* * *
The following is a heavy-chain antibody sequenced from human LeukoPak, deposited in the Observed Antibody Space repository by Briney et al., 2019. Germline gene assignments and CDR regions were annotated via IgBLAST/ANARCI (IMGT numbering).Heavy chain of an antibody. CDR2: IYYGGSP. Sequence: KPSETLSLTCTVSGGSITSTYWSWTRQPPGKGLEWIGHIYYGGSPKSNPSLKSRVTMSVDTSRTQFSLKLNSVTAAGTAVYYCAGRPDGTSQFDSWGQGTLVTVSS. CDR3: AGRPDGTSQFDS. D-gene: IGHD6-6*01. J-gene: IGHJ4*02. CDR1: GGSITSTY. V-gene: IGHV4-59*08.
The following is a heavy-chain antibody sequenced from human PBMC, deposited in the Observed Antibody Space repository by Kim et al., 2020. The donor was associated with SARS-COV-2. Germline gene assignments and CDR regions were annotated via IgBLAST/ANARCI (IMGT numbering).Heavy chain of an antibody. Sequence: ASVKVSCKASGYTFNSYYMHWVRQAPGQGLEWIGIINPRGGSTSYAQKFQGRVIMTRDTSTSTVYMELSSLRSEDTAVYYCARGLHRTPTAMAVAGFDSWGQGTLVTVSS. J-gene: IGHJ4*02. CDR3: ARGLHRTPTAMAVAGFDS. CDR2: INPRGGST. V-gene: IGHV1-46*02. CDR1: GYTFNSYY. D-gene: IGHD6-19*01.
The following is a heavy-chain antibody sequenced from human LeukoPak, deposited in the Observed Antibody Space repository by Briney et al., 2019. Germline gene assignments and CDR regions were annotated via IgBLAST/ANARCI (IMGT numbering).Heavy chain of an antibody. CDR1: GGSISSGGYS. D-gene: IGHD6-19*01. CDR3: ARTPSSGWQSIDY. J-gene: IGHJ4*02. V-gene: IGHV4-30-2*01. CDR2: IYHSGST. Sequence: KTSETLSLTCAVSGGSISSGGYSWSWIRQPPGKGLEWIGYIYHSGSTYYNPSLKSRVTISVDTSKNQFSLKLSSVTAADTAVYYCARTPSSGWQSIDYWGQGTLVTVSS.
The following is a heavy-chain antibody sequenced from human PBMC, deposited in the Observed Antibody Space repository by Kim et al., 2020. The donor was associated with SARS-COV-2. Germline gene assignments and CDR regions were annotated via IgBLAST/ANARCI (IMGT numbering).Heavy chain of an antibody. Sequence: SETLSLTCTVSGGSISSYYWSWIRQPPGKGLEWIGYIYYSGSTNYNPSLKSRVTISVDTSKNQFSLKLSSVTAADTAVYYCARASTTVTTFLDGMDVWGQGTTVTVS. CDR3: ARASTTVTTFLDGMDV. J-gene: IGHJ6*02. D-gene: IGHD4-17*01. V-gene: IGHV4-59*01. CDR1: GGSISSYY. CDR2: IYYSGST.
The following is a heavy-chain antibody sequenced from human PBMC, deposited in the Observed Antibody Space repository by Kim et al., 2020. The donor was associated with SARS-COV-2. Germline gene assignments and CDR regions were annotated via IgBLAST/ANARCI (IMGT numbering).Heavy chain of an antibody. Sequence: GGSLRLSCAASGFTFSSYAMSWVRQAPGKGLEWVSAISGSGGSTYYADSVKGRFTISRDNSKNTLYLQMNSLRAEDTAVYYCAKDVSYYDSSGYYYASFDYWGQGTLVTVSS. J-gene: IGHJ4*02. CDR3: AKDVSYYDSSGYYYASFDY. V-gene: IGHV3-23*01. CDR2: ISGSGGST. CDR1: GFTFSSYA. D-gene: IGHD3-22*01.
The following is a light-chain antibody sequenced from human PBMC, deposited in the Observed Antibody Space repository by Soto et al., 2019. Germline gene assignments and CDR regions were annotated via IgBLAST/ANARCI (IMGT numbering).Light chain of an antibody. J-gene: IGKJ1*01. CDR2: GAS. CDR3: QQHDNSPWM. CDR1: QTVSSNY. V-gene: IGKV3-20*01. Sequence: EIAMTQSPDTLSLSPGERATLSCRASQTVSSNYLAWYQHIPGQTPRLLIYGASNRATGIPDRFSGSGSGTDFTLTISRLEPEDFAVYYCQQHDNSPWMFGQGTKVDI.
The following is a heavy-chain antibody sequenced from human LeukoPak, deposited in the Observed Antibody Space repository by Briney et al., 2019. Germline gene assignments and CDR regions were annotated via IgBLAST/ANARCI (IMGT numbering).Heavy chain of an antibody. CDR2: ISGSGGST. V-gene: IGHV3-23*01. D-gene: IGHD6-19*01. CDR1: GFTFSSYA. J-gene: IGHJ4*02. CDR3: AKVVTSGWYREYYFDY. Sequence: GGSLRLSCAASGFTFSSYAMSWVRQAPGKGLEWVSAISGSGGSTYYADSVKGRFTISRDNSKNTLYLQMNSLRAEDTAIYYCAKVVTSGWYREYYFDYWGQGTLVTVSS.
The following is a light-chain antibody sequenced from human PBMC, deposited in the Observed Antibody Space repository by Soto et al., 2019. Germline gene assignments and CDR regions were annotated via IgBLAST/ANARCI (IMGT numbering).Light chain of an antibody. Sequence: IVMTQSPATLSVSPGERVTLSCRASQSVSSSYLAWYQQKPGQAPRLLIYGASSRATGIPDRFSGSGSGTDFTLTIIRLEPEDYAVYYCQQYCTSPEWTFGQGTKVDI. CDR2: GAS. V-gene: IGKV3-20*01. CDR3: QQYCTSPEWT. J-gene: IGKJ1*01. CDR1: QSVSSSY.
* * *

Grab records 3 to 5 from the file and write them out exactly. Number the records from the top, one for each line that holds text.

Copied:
The following is a heavy-chain antibody sequenced from human LeukoPak, deposited in the Observed Antibody Space repository by Briney et al., 2019. Germline gene assignments and CDR regions were annotated via IgBLAST/ANARCI (IMGT numbering).Heavy chain of an antibody. CDR1: GGSISSGGYS. D-gene: IGHD6-19*01. CDR3: ARTPSSGWQSIDY. J-gene: IGHJ4*02. V-gene: IGHV4-30-2*01. CDR2: IYHSGST. Sequence: KTSETLSLTCAVSGGSISSGGYSWSWIRQPPGKGLEWIGYIYHSGSTYYNPSLKSRVTISVDTSKNQFSLKLSSVTAADTAVYYCARTPSSGWQSIDYWGQGTLVTVSS.
The following is a heavy-chain antibody sequenced from human PBMC, deposited in the Observed Antibody Space repository by Kim et al., 2020. The donor was associated with SARS-COV-2. Germline gene assignments and CDR regions were annotated via IgBLAST/ANARCI (IMGT numbering).Heavy chain of an antibody. Sequence: SETLSLTCTVSGGSISSYYWSWIRQPPGKGLEWIGYIYYSGSTNYNPSLKSRVTISVDTSKNQFSLKLSSVTAADTAVYYCARASTTVTTFLDGMDVWGQGTTVTVS. CDR3: ARASTTVTTFLDGMDV. J-gene: IGHJ6*02. D-gene: IGHD4-17*01. V-gene: IGHV4-59*01. CDR1: GGSISSYY. CDR2: IYYSGST.
The following is a heavy-chain antibody sequenced from human PBMC, deposited in the Observed Antibody Space repository by Kim et al., 2020. The donor was associated with SARS-COV-2. Germline gene assignments and CDR regions were annotated via IgBLAST/ANARCI (IMGT numbering).Heavy chain of an antibody. Sequence: GGSLRLSCAASGFTFSSYAMSWVRQAPGKGLEWVSAISGSGGSTYYADSVKGRFTISRDNSKNTLYLQMNSLRAEDTAVYYCAKDVSYYDSSGYYYASFDYWGQGTLVTVSS. J-gene: IGHJ4*02. CDR3: AKDVSYYDSSGYYYASFDY. V-gene: IGHV3-23*01. CDR2: ISGSGGST. CDR1: GFTFSSYA. D-gene: IGHD3-22*01.